By Reidar Visser.
The following article was published by Reidar Visser, an historian of Iraq educated at the University of Oxford. It is reproduced here with the author’s permission. Any opinions expressed are those of the author, and do not necessarily reflect the views of Iraq Business News.
The Badr Organization and the Internal Structure of the New State of Law Parliamentary Faction
There have been several rumours flying around regarding the electoral success of the various subunits that form part of the State of Law coalition of Prime Minister Nuri al-Maliki.
Some of these stories suggest parties outside the Daawa movement may potentially pose a significant challenge to Maliki’s authority, something that would form a contrast to the situation in 2010 when Maliki did not face any major competing centres of power internally in his coalition.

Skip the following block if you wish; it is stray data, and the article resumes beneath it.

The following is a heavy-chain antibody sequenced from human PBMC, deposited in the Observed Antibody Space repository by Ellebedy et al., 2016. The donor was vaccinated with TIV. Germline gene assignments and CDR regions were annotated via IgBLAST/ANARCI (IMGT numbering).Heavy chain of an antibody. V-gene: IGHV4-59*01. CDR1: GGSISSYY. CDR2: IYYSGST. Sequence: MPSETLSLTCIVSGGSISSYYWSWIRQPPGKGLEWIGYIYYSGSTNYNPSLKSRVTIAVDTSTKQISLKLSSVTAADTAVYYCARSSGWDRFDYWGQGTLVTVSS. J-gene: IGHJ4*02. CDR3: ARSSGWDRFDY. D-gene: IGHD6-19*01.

The rumour that is easiest to verify – and confirm – relates to the relative success of the Badr organization. Badr, which came into existence in the 1980s as a paramilitary organization sponsored and trained by Iran to fight the Saddam Hussein regime, has won at least 19 seats within the group of parliamentary seats that can be counted as State of Law in the new Iraqi parliament, meaning they make up more than 20% of the State of Law coalition.
Here are Badr deputies in the next Iraqi parliament that can be identified easily, by governorate:
Some of the individual results call for special comment. There are a few prominent vote getters in terms of personal votes, including Hadi al-Ameri with 20,000 in Diyala, though this is really nothing in comparative national perspective.